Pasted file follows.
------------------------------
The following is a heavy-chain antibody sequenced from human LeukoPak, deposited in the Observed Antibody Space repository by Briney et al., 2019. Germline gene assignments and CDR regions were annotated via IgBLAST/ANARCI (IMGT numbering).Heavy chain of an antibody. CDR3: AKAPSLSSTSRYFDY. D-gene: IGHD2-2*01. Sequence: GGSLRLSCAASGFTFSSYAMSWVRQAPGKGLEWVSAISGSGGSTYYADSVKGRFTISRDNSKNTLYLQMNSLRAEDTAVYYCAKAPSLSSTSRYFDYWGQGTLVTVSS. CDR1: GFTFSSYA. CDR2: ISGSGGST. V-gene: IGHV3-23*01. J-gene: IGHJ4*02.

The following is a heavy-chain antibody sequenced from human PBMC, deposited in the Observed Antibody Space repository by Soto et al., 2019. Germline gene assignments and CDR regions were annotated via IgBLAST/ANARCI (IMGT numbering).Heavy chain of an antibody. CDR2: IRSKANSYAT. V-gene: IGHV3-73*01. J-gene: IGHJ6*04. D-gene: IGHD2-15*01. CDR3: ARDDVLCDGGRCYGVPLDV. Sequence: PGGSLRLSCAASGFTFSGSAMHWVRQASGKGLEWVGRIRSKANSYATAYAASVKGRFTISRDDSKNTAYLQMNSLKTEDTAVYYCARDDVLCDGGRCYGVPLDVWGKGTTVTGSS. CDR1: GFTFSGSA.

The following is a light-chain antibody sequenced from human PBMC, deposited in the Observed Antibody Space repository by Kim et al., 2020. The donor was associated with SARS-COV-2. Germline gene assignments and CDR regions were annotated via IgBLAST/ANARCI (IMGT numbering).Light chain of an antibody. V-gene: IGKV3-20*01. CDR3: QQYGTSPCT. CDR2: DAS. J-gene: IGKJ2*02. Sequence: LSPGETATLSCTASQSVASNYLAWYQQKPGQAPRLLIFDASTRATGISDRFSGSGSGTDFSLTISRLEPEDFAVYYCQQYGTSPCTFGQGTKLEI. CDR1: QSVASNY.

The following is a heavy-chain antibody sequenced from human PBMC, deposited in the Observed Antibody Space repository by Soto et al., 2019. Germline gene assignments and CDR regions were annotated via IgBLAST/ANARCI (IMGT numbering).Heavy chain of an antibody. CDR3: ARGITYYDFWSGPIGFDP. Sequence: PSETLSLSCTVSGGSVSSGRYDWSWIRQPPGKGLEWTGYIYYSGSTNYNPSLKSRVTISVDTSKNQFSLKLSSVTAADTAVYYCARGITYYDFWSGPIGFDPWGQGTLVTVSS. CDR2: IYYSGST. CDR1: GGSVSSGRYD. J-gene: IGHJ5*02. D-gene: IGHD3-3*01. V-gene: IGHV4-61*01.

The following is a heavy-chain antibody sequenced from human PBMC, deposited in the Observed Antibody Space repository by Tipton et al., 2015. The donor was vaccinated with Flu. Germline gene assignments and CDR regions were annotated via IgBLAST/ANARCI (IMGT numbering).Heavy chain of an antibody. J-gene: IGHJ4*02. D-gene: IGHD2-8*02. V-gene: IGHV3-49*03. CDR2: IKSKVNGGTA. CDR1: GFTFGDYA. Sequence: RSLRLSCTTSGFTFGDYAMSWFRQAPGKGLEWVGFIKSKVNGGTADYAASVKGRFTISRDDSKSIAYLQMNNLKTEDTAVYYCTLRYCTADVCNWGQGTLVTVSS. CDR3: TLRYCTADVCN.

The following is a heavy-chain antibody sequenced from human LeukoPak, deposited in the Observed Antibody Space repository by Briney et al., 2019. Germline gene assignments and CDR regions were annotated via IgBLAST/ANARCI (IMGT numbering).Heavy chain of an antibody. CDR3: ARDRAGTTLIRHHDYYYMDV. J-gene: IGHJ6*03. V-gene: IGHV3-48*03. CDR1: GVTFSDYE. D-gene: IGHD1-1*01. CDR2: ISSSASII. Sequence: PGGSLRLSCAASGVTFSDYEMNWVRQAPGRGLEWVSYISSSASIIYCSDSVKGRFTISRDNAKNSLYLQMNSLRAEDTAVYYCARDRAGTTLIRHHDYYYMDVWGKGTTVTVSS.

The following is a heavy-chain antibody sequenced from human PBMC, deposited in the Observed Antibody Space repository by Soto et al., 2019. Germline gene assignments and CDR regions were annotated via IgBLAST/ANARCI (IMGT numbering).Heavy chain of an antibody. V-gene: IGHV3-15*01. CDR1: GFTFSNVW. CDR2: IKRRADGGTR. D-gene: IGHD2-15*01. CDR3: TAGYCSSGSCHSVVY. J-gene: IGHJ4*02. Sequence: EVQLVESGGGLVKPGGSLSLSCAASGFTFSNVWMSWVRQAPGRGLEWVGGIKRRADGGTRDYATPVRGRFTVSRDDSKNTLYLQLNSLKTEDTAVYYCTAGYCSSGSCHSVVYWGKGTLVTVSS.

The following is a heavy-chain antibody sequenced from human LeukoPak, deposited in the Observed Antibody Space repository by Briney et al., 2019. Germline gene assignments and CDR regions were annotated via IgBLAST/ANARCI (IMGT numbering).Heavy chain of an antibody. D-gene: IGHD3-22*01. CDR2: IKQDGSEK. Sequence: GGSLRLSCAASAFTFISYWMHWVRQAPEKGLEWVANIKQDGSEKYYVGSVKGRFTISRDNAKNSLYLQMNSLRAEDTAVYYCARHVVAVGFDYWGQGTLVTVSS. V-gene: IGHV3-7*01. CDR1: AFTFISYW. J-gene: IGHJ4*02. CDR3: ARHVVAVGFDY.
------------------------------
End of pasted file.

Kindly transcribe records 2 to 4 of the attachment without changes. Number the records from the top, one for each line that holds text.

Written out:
The following is a heavy-chain antibody sequenced from human PBMC, deposited in the Observed Antibody Space repository by Soto et al., 2019. Germline gene assignments and CDR regions were annotated via IgBLAST/ANARCI (IMGT numbering).Heavy chain of an antibody. CDR2: IRSKANSYAT. V-gene: IGHV3-73*01. J-gene: IGHJ6*04. D-gene: IGHD2-15*01. CDR3: ARDDVLCDGGRCYGVPLDV. Sequence: PGGSLRLSCAASGFTFSGSAMHWVRQASGKGLEWVGRIRSKANSYATAYAASVKGRFTISRDDSKNTAYLQMNSLKTEDTAVYYCARDDVLCDGGRCYGVPLDVWGKGTTVTGSS. CDR1: GFTFSGSA.

The following is a light-chain antibody sequenced from human PBMC, deposited in the Observed Antibody Space repository by Kim et al., 2020. The donor was associated with SARS-COV-2. Germline gene assignments and CDR regions were annotated via IgBLAST/ANARCI (IMGT numbering).Light chain of an antibody. V-gene: IGKV3-20*01. CDR3: QQYGTSPCT. CDR2: DAS. J-gene: IGKJ2*02. Sequence: LSPGETATLSCTASQSVASNYLAWYQQKPGQAPRLLIFDASTRATGISDRFSGSGSGTDFSLTISRLEPEDFAVYYCQQYGTSPCTFGQGTKLEI. CDR1: QSVASNY.

The following is a heavy-chain antibody sequenced from human PBMC, deposited in the Observed Antibody Space repository by Soto et al., 2019. Germline gene assignments and CDR regions were annotated via IgBLAST/ANARCI (IMGT numbering).Heavy chain of an antibody. CDR3: ARGITYYDFWSGPIGFDP. Sequence: PSETLSLSCTVSGGSVSSGRYDWSWIRQPPGKGLEWTGYIYYSGSTNYNPSLKSRVTISVDTSKNQFSLKLSSVTAADTAVYYCARGITYYDFWSGPIGFDPWGQGTLVTVSS. CDR2: IYYSGST. CDR1: GGSVSSGRYD. J-gene: IGHJ5*02. D-gene: IGHD3-3*01. V-gene: IGHV4-61*01.